The background of the painting is an amalgam of three famous paintings of the time. The bright spheres are from Konstatin Yuon’s oil painting A New Planet; Death, portrayed as a giant skeleton, comes from Boris Kustodiev’s cartoon Revolution and Death; and the Russian village and the floating man and woman are from Marc Chagall’s oil painting Above the Town. These contradictory images hint at the strong contradictions between the utopian ideals of the revolution and cruel reality. Revolution is glorious, colorful, but deadly.
A final point of interest for the art historian is that while Chagall and Malevich were two of the most talented Russian artists of the time, they did not get on. Appointed head of the art school in his hometown of Vitebsk, Chagall had employed Malevich as a member of the teaching staff, but Malevich afterwards got rid of Chagall. This happened a few years after the October Revolution. Anatoly Lunacharsky, a Bolshevik, was education commissar at the time, and he acted as the protector of this group of egotistical artists. After his death in 1930, there was no one to speak for them. Had Lunacharsky lived for a few more years, he would have become yet another of Stalin’s victims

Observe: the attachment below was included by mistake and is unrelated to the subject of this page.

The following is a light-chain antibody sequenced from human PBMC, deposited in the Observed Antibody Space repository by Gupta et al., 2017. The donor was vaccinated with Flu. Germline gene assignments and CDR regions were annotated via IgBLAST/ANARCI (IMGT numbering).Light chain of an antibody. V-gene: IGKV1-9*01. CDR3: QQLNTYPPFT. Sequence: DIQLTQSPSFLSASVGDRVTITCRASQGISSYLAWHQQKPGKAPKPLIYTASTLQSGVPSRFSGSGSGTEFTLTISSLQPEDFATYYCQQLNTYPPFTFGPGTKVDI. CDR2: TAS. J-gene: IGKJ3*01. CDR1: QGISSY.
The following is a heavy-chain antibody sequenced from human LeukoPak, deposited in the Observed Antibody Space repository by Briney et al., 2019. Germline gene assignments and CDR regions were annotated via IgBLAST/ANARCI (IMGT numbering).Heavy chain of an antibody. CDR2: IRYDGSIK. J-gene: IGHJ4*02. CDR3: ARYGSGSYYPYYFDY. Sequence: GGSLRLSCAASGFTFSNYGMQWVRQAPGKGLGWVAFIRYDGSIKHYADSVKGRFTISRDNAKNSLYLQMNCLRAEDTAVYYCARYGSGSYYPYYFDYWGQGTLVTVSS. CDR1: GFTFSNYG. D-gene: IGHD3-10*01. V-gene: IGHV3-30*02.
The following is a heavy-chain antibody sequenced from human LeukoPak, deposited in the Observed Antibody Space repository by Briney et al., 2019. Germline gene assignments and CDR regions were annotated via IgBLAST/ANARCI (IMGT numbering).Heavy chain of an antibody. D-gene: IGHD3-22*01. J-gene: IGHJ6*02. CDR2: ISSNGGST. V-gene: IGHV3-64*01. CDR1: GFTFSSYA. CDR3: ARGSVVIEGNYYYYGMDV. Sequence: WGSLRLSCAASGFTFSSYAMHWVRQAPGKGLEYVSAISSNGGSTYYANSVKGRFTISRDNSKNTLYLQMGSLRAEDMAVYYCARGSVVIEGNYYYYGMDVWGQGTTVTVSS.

The Russian Revolution of 1917
It’s not just among the most important moments in Russian history, but in the history of the world as a whole: the Russian Revolution of 1917 that crushed Nicholas’s Russian Empire led to the creation of the USSR. The world would have been a very different place had that revolution not happened: no global Communist movement and no Russian scarecrow looming over the Western world. Adolf Hitler wouldn’t even have had the opportunity to play on those global fears… the list of potential consequences is long.
Interested in learning more about Russian culture and history while studying Russian? At the Enjoy Russian School we offer face-to-face and online courses that we get you fully immersed which means you will have an opportunity to experience Russian language and history while learning Russian. To find out more about our courses, click here.